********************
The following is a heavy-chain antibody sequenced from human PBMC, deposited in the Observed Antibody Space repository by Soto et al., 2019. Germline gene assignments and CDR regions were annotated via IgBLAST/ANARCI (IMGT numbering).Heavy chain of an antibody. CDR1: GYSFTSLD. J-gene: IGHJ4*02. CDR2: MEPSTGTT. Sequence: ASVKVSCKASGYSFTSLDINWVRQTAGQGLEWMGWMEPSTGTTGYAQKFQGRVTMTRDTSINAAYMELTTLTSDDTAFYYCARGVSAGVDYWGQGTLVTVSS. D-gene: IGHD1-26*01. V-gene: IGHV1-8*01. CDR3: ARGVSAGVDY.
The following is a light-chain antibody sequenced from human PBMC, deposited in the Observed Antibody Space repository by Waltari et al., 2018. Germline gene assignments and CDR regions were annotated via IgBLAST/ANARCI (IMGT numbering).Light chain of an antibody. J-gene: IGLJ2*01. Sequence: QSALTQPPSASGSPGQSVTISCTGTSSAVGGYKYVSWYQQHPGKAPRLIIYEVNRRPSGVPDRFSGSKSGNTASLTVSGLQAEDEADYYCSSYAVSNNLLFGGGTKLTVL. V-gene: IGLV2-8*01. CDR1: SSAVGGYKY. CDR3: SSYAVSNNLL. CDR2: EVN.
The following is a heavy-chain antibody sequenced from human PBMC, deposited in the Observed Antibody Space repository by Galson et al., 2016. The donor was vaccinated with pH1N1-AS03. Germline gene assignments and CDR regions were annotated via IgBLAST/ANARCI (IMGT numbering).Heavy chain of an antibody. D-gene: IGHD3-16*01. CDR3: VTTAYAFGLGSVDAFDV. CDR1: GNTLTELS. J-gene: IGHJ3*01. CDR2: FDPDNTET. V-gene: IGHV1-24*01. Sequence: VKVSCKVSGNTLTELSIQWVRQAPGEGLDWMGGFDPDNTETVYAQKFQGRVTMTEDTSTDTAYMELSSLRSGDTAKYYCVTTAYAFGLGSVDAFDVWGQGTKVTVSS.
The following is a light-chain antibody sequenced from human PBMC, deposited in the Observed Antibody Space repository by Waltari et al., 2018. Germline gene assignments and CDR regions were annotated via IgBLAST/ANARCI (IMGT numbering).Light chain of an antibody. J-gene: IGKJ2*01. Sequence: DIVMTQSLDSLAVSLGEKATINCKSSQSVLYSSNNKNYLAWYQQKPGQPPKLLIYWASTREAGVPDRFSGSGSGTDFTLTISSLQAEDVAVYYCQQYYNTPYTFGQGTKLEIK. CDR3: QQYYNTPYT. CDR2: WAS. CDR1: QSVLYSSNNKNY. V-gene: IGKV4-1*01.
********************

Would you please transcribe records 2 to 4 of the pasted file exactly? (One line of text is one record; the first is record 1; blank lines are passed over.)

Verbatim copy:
The following is a light-chain antibody sequenced from human PBMC, deposited in the Observed Antibody Space repository by Waltari et al., 2018. Germline gene assignments and CDR regions were annotated via IgBLAST/ANARCI (IMGT numbering).Light chain of an antibody. J-gene: IGLJ2*01. Sequence: QSALTQPPSASGSPGQSVTISCTGTSSAVGGYKYVSWYQQHPGKAPRLIIYEVNRRPSGVPDRFSGSKSGNTASLTVSGLQAEDEADYYCSSYAVSNNLLFGGGTKLTVL. V-gene: IGLV2-8*01. CDR1: SSAVGGYKY. CDR3: SSYAVSNNLL. CDR2: EVN.
The following is a heavy-chain antibody sequenced from human PBMC, deposited in the Observed Antibody Space repository by Galson et al., 2016. The donor was vaccinated with pH1N1-AS03. Germline gene assignments and CDR regions were annotated via IgBLAST/ANARCI (IMGT numbering).Heavy chain of an antibody. D-gene: IGHD3-16*01. CDR3: VTTAYAFGLGSVDAFDV. CDR1: GNTLTELS. J-gene: IGHJ3*01. CDR2: FDPDNTET. V-gene: IGHV1-24*01. Sequence: VKVSCKVSGNTLTELSIQWVRQAPGEGLDWMGGFDPDNTETVYAQKFQGRVTMTEDTSTDTAYMELSSLRSGDTAKYYCVTTAYAFGLGSVDAFDVWGQGTKVTVSS.
The following is a light-chain antibody sequenced from human PBMC, deposited in the Observed Antibody Space repository by Waltari et al., 2018. Germline gene assignments and CDR regions were annotated via IgBLAST/ANARCI (IMGT numbering).Light chain of an antibody. J-gene: IGKJ2*01. Sequence: DIVMTQSLDSLAVSLGEKATINCKSSQSVLYSSNNKNYLAWYQQKPGQPPKLLIYWASTREAGVPDRFSGSGSGTDFTLTISSLQAEDVAVYYCQQYYNTPYTFGQGTKLEIK. CDR3: QQYYNTPYT. CDR2: WAS. CDR1: QSVLYSSNNKNY. V-gene: IGKV4-1*01.